Harrison Burton heard the same warning every time he moved up the racing ladder into a new series.
“I’ve heard it in every series I’ve been in – you’re a rookie, and the veterans are going to pick on you – and it never happened until I got the Cup Series,” Burton said. “I was like, ‘Aw that won’t happen.’ Well, sure enough, it did.”
Fortunately for Burton, he’s not a rookie anymore. As such, the bright yellow decals on the rear bumper of his Wood Brothers Racing Ford Mustang are no longer there. Those rookie stripes – something every driver wants because it means they’ve arrived, but something they also can’t wait to get rid of.
“It’s supposed to be a ‘Hey, this guy is new kind of thing,’” Burton said with a sense of humor. “But it’s more like a target; aim for the yellow stripes. It’s awesome.
“[Austin] Cindric and I were both pumped to rip those things off the back bumper and get rolling into this year.”
Burton, unfortunately, didn’t get to physically rip his rookie stripes off—something he gladly would have done but missed the chance.
“So, after the offseason started, all of our cars went back to the shop, and we had our meetings and whatnot, and then I sat on my couch for about a solid week,” Burton said. “By the time I went back to the shop, they were all gone. So, I didn’t get to do it.
“I was a little upset because I did want to get those things off there. But my first little offseason break didn’t line up with the removal of the yellow stripes.”
A second-generation driver, Burton, 22, is the son of former driver and current NBC Sports analyst Jeff Burton. It’s been a quick trip to NASCAR’s top level for Harrison. A year in the Craftsman Truck series (2019) gave way to two years in the Xfinity series (’20 and ’21) before being tabbed to drive the famed Wood Brothers No. 21.
It was, as expected, an up-and-down rookie season. Quite literally in Burton’s first Daytona 500 as he went from leading the field to flipping on the backstretch. He also crashed at the second race in Fontana, and went on to finish 27th in the standings with an average finish of 22.8.
He had 14 finishes inside the top 20, including two top-10 finishes. An impressive third-place run on the Indianapolis road course, a race highlighted by carnage, was the highlight of Burton’s season.
“They just race you hard,” said Burton of what it means to be picked on as a rookie. “[Michael] McDowell was one that came up to me at the Clash last year and was like, ‘Hey man, I’m going to race you really hard this year because you’re a rookie, and I got raced really hard when I was a rookie.’ I said, ‘OK, sounds good.’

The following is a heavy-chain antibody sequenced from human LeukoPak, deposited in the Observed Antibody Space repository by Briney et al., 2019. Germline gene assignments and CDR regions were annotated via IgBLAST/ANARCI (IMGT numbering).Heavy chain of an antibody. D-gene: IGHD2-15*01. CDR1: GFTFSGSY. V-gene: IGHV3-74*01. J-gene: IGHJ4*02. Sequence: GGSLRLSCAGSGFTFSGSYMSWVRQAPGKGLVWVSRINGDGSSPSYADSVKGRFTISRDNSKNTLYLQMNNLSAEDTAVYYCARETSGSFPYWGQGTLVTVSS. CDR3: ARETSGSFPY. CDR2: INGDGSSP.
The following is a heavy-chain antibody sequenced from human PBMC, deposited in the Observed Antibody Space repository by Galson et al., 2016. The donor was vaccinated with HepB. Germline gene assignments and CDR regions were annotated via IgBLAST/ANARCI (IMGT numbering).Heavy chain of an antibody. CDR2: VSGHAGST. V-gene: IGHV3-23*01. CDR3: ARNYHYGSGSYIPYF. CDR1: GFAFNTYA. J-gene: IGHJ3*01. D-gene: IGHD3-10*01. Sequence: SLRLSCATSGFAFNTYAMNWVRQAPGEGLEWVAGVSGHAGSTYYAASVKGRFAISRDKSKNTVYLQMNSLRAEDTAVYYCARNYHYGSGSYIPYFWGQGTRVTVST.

“He was super up-front about it and made me laugh pretty hard. But things like that that no one has ever said to me before I got to Cup. I was like, all right, sounds good. It’s a funny thing.
“Everyone has had that experience and now, when they aren’t the rookies, it’s, ‘Yeah, it’s not me, so I’m going to pick on that guy now.’”
Time will tell if Burton begins returning the favor. But he’s looking forward to not being the guy whom the veterans view as expendable at certain racetracks.
“Everyone gets moved at (places like) Martinsville, but honestly, the mile-and-a-half’s last year were the hardest racing I’ve done in my whole life,” Burton said. “The amount of intensity that this series has from first all the way back to, say, 20th and the level of aggression.
“In the old car, if you got close to someone and you were on the inside, you’d get really loose. Well, now the outside car gets really tight. So, I’d have Ross Chastain dooring me in the middle of a corner at a mile-and-a-half and I’m like, holy cow, this is crazy. You’d never have that before.
“At Texas, I think I was entering Turn 1, which is sketchy enough, and me and Ross are banging doors on entry. Like, holy cow. I feel like the mile-and-a-halfs are more aggressive than I’d ever imagined last year.”
If the first few races of Burton’s sophomore season are any indication, the aggression is still there. But those rookie stripes on his bumper aren’t, and that means a lot to Burton for several reasons.
“Oh yeah, it was awesome to not see them,” Burton said. “It is cool to be in a second year of racing in the Cup Series. It’s funny to talk about getting rid of the yellow stripes so I don’t get moved out of the way at Martinsville and whatnot, but it is cool to take them off because it means you’re still here racing in Cup and doing what you love to do for another year.
“It’s a good deal.”